# Sony Arouje

a programmer's log

## Chain of Responsibility pattern with Dependency Injection

Recently one of my friend asked me for a suggestion while preparing for an interview. The problem was, to find what kind of triangle by passing three values, whether it’s Equilateral or Isosceles, etc. He wanted to implement a scalable approach, that means adding a new type of triangle with minimal code change. First approach came to my mind is Iterator pattern, I ruled out that pattern immediately as it needs code change, if we want to add a new triangle. Next approach came to my mind is Chain of Responsibility, if we combine this pattern with Dependency Injection then will have room for scalability.

For demonstration I used Castle Windsor Inversion of Control container. I can add new triangles with minimal or no code change if we use IOC containers. We can add new triangles just by adding new component to the configuration file.

What is Chain of Responsibility?  It’s like a quiz competition, if one team is not able to answer the question then pass it to another team. You can find more about Chain of Responsibility here . One main advantage of this approach is low coupling and orthogonal.

I used Chain of Responsibility to solve the Triangle problem. I have several type of Triangle class derived from ITriangle interface and stitched together using Castle Windsor. The values will passed to the first Triangle instance, if the first triangle instance can handle it, then return the result other wise pass the values to the next instance in the chain.

Let’s see the implementation.

```public interface ITriangle
{
string Execute(int x, int y, int z);
}```

Different Triangle Implementation

```public class EquilateralTriangle:ITriangle
{
private ITriangle _triangle=null;
public EquilateralTriangle(ITriangle nextTriangle)
{
_triangle = nextTriangle;
}
public string Execute(int x, int y, int z)
{
int average = (x + y + z) / 3;
if (average == x)
return this.ToString();
else
{
if(_triangle!=null)
return _triangle.Execute(x, y, z);
}

return string.Empty;
}

{
_triangle = triangle;
}

public override string ToString()
{
return "Equilateral Triangle";
}
}```

```public class IsoscelesTriangle : ITriangle
{
public IsoscelesTriangle (ITriangle nextTriangle)
{
_triangle = nextTriangle;
}
public IsoscelesTriangle() { }
private ITriangle _triangle = null;
public string Execute(int x, int y, int z)
{
int average1 = (x + y) / 2;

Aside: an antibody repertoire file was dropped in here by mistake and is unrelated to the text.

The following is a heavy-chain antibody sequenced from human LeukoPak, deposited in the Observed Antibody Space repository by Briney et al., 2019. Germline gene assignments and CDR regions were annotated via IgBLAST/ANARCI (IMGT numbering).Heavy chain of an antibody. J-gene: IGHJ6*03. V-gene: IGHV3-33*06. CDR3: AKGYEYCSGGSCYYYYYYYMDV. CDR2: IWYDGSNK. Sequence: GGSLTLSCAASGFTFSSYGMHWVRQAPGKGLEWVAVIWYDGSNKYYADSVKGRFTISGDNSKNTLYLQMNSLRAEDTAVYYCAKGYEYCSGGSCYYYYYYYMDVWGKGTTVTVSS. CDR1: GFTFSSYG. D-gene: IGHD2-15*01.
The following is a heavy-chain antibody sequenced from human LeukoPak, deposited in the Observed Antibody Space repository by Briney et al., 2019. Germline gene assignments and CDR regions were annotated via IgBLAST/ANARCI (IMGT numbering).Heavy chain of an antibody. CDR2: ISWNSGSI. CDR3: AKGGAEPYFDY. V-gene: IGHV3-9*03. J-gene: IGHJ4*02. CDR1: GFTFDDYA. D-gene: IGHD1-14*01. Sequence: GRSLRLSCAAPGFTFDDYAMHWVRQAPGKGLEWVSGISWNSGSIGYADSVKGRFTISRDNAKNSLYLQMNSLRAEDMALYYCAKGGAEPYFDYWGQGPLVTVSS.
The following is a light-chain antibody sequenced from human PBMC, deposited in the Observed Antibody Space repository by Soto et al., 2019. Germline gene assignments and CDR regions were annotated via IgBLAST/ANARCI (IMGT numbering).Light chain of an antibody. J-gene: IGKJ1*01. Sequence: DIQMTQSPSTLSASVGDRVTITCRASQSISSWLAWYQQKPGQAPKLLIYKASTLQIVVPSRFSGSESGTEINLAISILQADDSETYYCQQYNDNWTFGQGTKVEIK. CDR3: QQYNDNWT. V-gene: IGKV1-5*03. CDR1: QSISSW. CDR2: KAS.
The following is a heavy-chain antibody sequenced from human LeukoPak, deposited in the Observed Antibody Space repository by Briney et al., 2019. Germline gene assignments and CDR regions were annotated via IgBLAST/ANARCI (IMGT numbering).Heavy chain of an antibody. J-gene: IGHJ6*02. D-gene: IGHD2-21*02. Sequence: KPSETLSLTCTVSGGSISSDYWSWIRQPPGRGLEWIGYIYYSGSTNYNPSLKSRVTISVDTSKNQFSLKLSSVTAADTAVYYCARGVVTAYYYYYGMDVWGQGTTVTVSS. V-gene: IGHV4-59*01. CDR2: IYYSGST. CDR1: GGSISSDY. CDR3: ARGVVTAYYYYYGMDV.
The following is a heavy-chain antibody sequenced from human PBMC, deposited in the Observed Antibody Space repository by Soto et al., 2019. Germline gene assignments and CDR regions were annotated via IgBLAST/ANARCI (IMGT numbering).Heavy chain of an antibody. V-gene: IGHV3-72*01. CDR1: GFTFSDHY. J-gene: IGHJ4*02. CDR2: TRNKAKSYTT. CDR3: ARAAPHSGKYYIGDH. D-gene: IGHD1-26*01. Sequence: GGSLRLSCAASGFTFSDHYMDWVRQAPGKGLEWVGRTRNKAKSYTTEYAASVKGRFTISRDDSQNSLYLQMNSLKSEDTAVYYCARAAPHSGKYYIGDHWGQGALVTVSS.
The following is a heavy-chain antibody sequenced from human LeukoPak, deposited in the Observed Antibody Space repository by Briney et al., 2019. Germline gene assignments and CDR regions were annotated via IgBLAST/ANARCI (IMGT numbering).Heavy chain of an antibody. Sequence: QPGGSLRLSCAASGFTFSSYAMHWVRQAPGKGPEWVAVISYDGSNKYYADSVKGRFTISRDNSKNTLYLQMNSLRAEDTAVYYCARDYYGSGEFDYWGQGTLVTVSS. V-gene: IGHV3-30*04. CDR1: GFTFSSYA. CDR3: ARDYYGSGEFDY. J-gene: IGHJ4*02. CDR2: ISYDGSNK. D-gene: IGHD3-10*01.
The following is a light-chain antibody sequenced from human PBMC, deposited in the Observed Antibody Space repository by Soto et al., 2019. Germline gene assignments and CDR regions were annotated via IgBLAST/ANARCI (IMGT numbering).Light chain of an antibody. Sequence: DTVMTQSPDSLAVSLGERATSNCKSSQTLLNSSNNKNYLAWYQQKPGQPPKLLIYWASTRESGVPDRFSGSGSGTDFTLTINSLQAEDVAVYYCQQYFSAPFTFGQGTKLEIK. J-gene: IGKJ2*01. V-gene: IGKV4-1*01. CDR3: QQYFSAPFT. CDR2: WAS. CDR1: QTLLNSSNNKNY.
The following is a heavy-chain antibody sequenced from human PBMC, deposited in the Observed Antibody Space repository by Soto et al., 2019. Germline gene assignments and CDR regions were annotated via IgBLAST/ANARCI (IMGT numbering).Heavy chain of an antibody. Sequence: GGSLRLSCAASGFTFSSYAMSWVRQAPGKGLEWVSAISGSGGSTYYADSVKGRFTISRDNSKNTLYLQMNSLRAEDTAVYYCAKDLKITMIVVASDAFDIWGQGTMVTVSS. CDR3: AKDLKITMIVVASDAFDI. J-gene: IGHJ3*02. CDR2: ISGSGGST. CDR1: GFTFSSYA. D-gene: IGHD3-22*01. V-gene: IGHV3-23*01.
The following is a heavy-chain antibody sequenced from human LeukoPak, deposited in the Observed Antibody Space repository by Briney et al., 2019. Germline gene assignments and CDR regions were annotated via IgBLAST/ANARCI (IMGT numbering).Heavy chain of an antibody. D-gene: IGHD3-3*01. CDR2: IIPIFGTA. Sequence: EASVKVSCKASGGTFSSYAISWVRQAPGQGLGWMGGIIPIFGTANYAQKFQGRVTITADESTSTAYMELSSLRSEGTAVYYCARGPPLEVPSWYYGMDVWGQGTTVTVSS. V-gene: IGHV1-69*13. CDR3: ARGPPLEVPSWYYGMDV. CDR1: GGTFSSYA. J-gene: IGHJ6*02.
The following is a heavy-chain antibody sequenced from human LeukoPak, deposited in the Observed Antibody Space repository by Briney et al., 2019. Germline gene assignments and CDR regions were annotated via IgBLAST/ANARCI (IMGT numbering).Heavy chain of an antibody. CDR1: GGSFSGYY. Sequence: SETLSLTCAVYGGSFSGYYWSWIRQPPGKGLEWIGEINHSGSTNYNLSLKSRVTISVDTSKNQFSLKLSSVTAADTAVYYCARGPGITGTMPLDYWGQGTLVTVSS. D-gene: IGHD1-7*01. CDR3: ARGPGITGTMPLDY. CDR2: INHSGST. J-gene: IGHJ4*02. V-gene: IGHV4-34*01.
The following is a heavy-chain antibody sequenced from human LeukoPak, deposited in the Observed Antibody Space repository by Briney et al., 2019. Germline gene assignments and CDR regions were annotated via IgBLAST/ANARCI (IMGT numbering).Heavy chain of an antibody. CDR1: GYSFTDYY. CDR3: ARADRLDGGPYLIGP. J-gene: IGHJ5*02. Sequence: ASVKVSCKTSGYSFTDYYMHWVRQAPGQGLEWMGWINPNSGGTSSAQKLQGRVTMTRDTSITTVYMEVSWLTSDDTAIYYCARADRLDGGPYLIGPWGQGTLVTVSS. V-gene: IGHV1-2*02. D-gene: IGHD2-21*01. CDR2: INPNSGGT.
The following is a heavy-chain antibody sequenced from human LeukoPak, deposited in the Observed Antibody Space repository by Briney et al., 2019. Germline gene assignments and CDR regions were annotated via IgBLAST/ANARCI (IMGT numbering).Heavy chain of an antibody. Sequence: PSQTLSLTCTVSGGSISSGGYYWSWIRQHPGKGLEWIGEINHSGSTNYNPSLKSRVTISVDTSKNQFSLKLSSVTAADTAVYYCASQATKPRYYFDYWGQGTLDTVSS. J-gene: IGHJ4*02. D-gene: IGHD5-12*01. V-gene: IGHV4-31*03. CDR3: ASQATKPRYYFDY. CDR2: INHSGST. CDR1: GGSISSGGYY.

int average2 = (y + z) / 2;
int average3 = (x + z) / 2;
if (average1 == x || average2 == y || average3 == z)
return this.ToString();
else
{
if (_triangle != null)
return _triangle.Execute(x,y,z);
}
return string.Empty;
}

{
_triangle = triangle;
}
public override string ToString()
{
return "Isosceles Triangle";
}
}```

So now I have two different type of Triangles. Both implementation check the values and if it satisfies then return the name other wise pass it to the chain.

Let’s see how can we call this

```ITriangle isoscelesTriangle = new IsoscelesTriangle();
`Console.WriteLine(head.Execute(10,10,10));`
`Console.WriteLine(head.Execute(11,11,20));`

The output will be

`Equilateral Triangle`
`Isosceles Triangle`

Here is one problem, if I want to add a new Triangle then I have to modify the code here. So how to make it scalable with no code change. Let’s see how we can scale it using an IOC Container. As I told earlier I am going to use Castle Windsor here.

We can use Fluent API or XML configuration to configure our components. Here I used XML for configuration. Let’s go through xml configuration file

```<configuration>
<components>
<component id="IsoscelesTriangle"
service="Triangles.IsoscelesTriangle, Triangles"
type="Triangles.IsoscelesTriangle, Triangles">
</component>
<component id="Equilateral"
service="Triangles.ITriangle, Triangles"
type="Triangles.EquilateralTriangle, Triangles">
<parameters>
<nextTriangle>\${IsoscelesTriangle}</nextTriangle>
</parameters>
</component>
</components>
</configuration>
```

Have a look at the component with id Equilateral, I mentioned the interface and class that implements it. Also you can notice some thing called parameters, their I pass the constructor’s parameter. Here I directed castle to pass the instance of IsoscelesTriangle.